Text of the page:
Hemingway home says cats are part of site
The 50 or so cats that roam around the author's Key West home are descendants from a 1935 multitoed gift.
By ASSOCIATED PRESS
Published July 30, 2006
MIAMI - The caretakers of Ernest Hemingway's Key West home want a federal judge to intervene in their dispute with the Agriculture Department over the six-toed cats that roam the property.
More than 50 descendants of a multitoed cat the novelist received as a gift in 1935 wander the grounds of the home, where Hemingway lived for more than 10 years and wrote A Farewell to Arms and To Have and Have Not.
The Ernest Hemingway Home and Museum disputes the department's claim that it is an "exhibitor" of cats and needs to have an animal welfare license, according to a complaint filed Monday in U.S. District Court in Miami.
"What they're comparing the Hemingway house to is a circus or a zoo because there are cats on the premises," Cara Higgins, the home's attorney, said Friday. "This is not a traveling circus. These cats have been on the premises forever."
A message left Friday afternoon at the Washington, D.C., office of the department's Animal and Plant Health Inspection Service was not immediately returned.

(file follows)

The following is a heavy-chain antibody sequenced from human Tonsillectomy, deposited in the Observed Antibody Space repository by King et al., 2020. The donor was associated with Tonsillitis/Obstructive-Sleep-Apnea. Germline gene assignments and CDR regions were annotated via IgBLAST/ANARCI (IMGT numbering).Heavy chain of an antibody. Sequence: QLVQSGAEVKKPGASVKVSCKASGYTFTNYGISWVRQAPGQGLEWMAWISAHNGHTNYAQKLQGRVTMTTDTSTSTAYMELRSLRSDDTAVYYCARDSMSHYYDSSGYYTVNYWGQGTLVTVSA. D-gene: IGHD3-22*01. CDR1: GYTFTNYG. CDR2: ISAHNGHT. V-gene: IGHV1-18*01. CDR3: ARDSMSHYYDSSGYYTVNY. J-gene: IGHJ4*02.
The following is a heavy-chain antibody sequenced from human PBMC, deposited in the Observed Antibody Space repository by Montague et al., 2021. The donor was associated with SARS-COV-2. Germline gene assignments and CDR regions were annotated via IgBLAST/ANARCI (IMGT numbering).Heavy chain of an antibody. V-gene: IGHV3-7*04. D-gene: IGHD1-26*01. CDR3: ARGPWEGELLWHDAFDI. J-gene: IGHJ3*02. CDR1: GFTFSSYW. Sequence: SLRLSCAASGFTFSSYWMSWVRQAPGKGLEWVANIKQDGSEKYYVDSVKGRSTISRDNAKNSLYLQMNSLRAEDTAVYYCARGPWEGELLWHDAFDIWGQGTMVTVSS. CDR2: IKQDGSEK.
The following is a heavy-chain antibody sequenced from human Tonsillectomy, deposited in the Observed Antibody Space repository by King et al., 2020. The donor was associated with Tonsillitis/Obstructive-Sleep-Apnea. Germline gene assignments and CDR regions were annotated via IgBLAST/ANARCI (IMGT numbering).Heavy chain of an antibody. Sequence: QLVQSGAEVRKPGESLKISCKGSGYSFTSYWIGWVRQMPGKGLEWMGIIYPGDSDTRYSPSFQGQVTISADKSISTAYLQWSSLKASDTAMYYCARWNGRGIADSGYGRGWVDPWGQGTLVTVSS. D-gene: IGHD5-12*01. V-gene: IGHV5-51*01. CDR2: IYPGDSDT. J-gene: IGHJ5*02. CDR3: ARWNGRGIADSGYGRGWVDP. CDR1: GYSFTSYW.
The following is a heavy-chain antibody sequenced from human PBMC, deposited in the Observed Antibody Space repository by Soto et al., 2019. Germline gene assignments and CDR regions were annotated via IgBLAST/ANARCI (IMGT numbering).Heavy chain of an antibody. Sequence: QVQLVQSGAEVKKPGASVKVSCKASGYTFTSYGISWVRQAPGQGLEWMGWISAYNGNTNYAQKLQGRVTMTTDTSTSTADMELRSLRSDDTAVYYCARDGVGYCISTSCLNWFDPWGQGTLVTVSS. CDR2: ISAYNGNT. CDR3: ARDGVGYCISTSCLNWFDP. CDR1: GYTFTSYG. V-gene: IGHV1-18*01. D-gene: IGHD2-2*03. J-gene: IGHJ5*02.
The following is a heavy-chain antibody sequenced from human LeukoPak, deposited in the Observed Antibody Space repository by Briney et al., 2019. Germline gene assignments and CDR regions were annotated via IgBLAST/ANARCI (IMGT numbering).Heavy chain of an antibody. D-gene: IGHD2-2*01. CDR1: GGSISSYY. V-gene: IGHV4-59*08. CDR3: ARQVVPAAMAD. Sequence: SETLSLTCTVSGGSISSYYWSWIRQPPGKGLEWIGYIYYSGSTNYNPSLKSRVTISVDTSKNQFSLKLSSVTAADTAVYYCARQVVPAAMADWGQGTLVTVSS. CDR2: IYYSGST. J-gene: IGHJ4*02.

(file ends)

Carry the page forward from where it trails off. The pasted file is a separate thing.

The agency has repeatedly denied a license for the Hemingway home under the Animal Welfare Act, which the home contends governs animals in commerce. The department has threatened to charge the home $200 per cat per day for violating the act, according to the complaint.
"We're asking the judge to let us know whether this act applies to the cats, and if so why that is if the animals are not in commerce," Higgins said. "If it has something to do with the number of cats, how many do we have to get rid of to be in compliance with the act?"
Agency inspectors who have repeatedly visited the property since October 2003 have never indicated any concerns about the welfare of the cats. But they have said a 6-foot-high, brick-and-mortar fence Hemingway built around the property in 1937 did not sufficiently contain the 53 cats, which should be caged, according to the complaint.
Caging the cats, some of which are 19 years old or older, would traumatize them, and the home's designation as a National Historic Site prohibits extending the height of the fence, the complaint said.
The tourist site complies with city and county ordinances, Higgins said. "We don't know why the USDA got involved in this," she said.
[Last modified July 30, 2006, 05:46:03]
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